Reason Is My Religion   Mon Apr 19, 2010 4:41 pm GMT
Thanks ravinescu for your contributions. I'm learning more from you than the screaming rabid yahoos that come here foaming at the mouth just because you're posting here.

BTW To all the others, I am NOT a sockpuppet of ravinescu. I am a different poster than the individual who signs his/her name as "ravinescu".
Alex   Mon Apr 19, 2010 4:49 pm GMT
Wow, this is some heavy stuff. I don't fully agree with everything you say, ravinescu, but some things make sense. You can imagine, however, how much of a shock this comes to me, especially the way I was raised. My dad, being half Italian himself, was therefore very much Latin-oriented as far as Romanians go, and I know he wouldn't listen to a word of what you have to say. But nonetheless, it is interesting.
On the other hand, I can't really take Original seriously, as it seems every post he's had on here deals with obsession with everything Slavic and Russian. No one's going to switch to Cyrillic again, even Slavic countries, lol. I somehow doubt this guy is fully Romanian.
Anyhow, I've grew up in a very Western style upbringing, not caring much at all for Eastern European countries, other than Greece and Romania to an extent, instead being used French and classical literature and all that. But I may begin to look into the Eastern Bloc more now.
dude @ George   Mon Apr 19, 2010 10:09 pm GMT
Well, I'm glad to see someone taking an interest in the language. The -i plural ending can be a bit tricky for non native speakers. With some sounds, like ci ('ch' in English), it's essentially silent or you can't tell the difference, because a c at the end of a word by itself has a hard sound like k. But, for example with -ni, as in romāni, there is a very subtle difference from the singular, romān, almost a half breath. Anyway good luck. Those resources posted above look pretty good.

Oh you mentioned songs and movies. Some people earlier on this thread posted some songs if you think that will help. Hmmm and for the movies, if you're into historical movies, there were a series of films made during the Communist era, especially by Sergiu Nicolaescu, about Romanian heroes and kings over time, some of which aren't too bad for their time and place. It'll give you a little look into major figures of Romanian culture and history. They can be a bit corny and propagandistic though. The language is also spoken fairly clearly, if sometimes rapidly, so that might help. Here's some sample clips I found.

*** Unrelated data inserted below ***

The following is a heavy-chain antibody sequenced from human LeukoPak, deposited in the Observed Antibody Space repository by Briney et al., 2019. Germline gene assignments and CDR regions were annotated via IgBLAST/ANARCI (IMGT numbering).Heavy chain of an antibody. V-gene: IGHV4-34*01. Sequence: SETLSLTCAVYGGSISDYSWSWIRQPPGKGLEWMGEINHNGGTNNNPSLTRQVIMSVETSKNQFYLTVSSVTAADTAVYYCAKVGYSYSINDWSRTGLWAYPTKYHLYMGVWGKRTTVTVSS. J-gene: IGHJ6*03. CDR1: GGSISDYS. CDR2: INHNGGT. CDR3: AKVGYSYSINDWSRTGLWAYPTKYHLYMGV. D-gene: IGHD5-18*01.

Dacii- http://www.youtube.com/watch?v=WvJKPNDbuYM
http://www.youtube.com/watch?v=fhyzyfFBnfY

Vlad Tepes (Dracula) http://www.youtube.com/watch?v=C5ag5H2t2Vg&feature=related

Stefan cel Mare- http://www.youtube.com/watch?v=KXx7Ybj7f1U&feature=related

Mihai Viteazul- http://www.youtube.com/watch?v=RakueZAlipo&feature=related
http://www.youtube.com/watch?v=b3Gq-SJaImY&feature=related

Regia (Burebista)- http://www.youtube.com/watch?v=eT3uRG0KaDA

Some more modern ones- http://www.youtube.com/watch?v=f5n0PxqiMoM&feature=related
http://www.youtube.com/watch?v=qcniZdkR6Dw&feature=related

However, of course I recommend actual learning tutorials, or even slowly read poetry. These are just for curiosity's sake.
Reason Is My Religion   Tue Apr 20, 2010 2:38 am GMT
@Alex

What OriginalGuest was trying to say was that the Cyrillic alphabet represented romanian orthography more accurately than the Latin alphabet.
Dan   Tue Apr 20, 2010 5:03 pm GMT
Reason Is My Religion said

'What OriginalGuest was trying to say was that the Cyrillic alphabet represented romanian orthography more accurately than the Latin alphabet.'

-------------

.. which is of course a nonsense. The Cyrillic alphabet used in Romania was needlessly complicated, had almost 50 letters and used accents. It included many diphthongs as single letters and because of that, over a long period of time, it distorted the Romanian language.

One strong characteristic of the Romanian language is that it tends to shorten the words, as long as there is no danger of confusing them with other words in the Romanian vocabulary. The Cyrillic alphabet, and the influence of the Old Slavonic used in administration of the former Romanian kingdoms, reversed this trend, by replacing vowels with diphthongs, simply because this alphabet could capture/represent them easily.

For instance the pronunciation of e/este changed over a long period of time and under the influence of OCS with ie/ieste, just because the Cyrillic alphabet could represent these words with the same number of letters. This trend was reversed in the past 150 years since the reintroduction of the Latin alphabet, and the pronunciation of many words has changed/simplified and was reverted to a more latinate version.